He was accused of striking a woman with his car and killing her at a Cobb County gas station. Corbin Scott Engler was indicted for murder and also accused of trying to hit two other men.
But video from the store showed Engler wasn’t the aggressor. Last week, his case was dismissed after Cobb Judge Gregory Poole dropped the charges against him in the January 2021 case, which started when the three at the gas station made assumptions that weren’t true.
“There is no evidence before the court that defendant used force in an unlawful or unauthorized manner,” Poole wrote in his order granting Engler immunity from prosecution. “The court finds by a preponderance of the evidence that defendant had a reasonable belief that there was an imminent threat of violence against himself and his family and that his car was his only means of escaping that violence.”
Engler hadn’t intended to hurt anyone, but was instead trying to protect himself and his family, the judge decided.
On Jan. 2, 2021, Engler, his wife and their two young children, and his mother-in-law had gone to an Acworth restaurant and then to a nearby Valero gas station. The group was in two different vehicles, according to defense attorney Megan Grout.
The couple’s 3-year-old boy was crying and had gotten out of his car seat as his mother walked into the store, Grout said. Engler attempted to buckle the child back into his car seat when he was approached by two men and a woman.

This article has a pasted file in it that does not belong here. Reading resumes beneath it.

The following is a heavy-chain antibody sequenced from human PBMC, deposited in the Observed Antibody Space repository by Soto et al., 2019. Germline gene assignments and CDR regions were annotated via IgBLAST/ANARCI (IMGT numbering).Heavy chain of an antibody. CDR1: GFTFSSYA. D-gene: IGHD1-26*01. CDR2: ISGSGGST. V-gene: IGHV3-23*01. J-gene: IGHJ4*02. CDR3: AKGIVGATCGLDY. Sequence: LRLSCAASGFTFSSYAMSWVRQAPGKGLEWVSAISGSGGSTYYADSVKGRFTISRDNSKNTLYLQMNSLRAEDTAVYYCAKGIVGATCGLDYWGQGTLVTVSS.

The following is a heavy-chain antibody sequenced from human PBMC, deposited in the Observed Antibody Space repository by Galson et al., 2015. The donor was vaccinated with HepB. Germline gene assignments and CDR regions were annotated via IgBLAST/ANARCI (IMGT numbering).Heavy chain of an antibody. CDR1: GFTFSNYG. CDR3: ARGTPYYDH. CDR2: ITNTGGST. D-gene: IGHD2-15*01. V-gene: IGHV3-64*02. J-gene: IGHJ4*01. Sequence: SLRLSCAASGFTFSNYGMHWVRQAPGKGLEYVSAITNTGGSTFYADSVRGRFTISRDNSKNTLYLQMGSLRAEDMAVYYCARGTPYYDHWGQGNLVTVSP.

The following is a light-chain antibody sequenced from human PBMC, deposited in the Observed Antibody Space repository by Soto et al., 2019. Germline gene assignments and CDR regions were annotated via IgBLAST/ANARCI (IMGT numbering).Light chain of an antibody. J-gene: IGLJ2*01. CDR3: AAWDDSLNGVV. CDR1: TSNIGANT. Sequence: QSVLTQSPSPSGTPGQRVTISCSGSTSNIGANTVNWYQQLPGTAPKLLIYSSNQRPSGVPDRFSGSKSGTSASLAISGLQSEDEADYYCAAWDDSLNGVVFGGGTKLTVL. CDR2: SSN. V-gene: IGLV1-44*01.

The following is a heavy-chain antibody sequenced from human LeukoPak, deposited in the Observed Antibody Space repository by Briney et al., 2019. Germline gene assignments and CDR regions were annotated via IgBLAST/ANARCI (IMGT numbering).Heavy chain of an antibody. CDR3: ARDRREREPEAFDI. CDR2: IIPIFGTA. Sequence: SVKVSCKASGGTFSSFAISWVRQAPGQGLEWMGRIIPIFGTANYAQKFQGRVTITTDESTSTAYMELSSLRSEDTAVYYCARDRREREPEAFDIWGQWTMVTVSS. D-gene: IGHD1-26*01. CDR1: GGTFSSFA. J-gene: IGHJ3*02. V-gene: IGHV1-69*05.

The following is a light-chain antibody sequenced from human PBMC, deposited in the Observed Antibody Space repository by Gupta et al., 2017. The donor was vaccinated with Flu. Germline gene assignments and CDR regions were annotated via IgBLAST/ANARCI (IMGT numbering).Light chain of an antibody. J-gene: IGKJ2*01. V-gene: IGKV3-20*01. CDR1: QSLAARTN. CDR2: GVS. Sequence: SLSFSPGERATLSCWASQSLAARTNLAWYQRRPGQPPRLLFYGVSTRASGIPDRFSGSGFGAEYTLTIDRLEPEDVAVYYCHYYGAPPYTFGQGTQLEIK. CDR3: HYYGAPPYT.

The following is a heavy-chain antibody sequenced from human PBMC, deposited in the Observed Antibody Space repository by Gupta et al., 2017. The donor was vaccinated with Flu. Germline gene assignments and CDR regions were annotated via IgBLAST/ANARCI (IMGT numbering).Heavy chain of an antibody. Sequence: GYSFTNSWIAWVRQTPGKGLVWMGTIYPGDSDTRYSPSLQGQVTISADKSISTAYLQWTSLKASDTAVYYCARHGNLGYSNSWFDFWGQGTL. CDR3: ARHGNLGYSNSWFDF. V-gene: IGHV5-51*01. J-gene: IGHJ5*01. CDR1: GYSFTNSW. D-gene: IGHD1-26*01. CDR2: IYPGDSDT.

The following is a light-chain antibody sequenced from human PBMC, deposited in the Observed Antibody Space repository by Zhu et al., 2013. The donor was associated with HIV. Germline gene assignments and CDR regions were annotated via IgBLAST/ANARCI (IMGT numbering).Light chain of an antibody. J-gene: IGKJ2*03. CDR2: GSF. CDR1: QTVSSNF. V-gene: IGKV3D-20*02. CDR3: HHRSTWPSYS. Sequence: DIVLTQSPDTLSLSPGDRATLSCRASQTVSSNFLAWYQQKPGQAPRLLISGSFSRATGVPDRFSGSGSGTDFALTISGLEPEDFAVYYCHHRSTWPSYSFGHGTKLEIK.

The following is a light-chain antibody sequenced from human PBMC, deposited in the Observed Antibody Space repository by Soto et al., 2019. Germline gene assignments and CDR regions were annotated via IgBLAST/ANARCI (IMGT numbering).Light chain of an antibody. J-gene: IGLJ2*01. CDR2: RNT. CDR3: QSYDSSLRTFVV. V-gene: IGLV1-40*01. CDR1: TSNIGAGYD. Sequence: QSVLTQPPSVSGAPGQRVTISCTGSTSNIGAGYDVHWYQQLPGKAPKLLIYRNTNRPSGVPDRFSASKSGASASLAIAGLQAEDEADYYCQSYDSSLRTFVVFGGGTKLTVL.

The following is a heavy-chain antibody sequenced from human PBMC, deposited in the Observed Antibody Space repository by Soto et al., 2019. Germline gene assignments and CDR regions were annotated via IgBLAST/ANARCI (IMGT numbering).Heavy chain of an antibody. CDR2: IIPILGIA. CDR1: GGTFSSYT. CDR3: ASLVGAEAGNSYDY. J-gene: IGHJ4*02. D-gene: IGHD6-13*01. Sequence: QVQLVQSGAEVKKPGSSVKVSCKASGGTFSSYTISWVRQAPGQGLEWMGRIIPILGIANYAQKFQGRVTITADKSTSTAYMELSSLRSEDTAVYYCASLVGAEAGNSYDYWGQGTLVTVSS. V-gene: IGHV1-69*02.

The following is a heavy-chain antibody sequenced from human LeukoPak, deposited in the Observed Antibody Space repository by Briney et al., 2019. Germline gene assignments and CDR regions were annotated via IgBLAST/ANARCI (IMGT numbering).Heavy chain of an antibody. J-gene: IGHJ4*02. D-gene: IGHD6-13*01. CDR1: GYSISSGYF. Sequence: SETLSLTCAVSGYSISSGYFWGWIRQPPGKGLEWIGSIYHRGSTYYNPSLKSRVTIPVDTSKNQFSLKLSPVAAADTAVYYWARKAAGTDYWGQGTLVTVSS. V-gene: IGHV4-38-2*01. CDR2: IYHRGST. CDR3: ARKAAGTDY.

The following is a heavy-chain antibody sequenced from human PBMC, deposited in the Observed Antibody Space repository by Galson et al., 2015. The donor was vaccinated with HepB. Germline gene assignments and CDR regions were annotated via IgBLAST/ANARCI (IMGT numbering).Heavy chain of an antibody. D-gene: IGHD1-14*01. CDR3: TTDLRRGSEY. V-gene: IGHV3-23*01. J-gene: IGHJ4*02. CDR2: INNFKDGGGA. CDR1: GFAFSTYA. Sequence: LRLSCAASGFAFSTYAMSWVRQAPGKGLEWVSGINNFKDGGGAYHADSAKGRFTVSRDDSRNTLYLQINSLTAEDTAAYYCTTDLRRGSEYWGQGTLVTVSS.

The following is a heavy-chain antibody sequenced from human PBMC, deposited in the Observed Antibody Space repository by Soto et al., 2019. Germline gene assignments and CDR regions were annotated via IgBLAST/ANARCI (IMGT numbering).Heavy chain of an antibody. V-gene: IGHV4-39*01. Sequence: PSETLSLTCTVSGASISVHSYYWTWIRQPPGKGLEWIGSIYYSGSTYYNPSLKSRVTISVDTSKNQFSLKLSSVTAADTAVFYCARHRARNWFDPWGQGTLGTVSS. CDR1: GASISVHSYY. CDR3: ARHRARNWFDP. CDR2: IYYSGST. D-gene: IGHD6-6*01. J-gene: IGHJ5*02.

“The three wrongly assumed Engler was somehow hurting the child,” Grout said. “They aggressively approached Engler’s car and began threatening Engler and his wife.”
As Engler backed up his car, Katie Lambert walked in front of it as if attempting to stop the family from leaving. That’s when one of the men punched Engler’s windshield with a knife, causing the windshield to crack. Engler then drove, hitting Lambert.
Acworth police were called to the scene, finding Lambert critically injured in the parking lot. Engler was later arrested on charges including aggravated assault, hit and run, cruelty to children, reckless driving and aggravated battery. No injuries were found on the young boy.
When Lambert died from those injuries in February of this year, charges were upgraded to include murder. Engler, 28, was arrested again.
In March, a hearing in Poole’s courtroom included testimony from witnesses and video footage from the gas station. In April, Poole issued his ruling finding that Engler was immune from prosecution and ordered the indictments be dismissed. The case was formally dismissed on May 31.
“What people need to understand is Corbin never got out of the car,” Grout told The Atlanta Journal-Constitution. “He never confronted anyone. He did what we would have wanted him to do: He protected his family and tried to get away. And that’s what the judge found in the end.”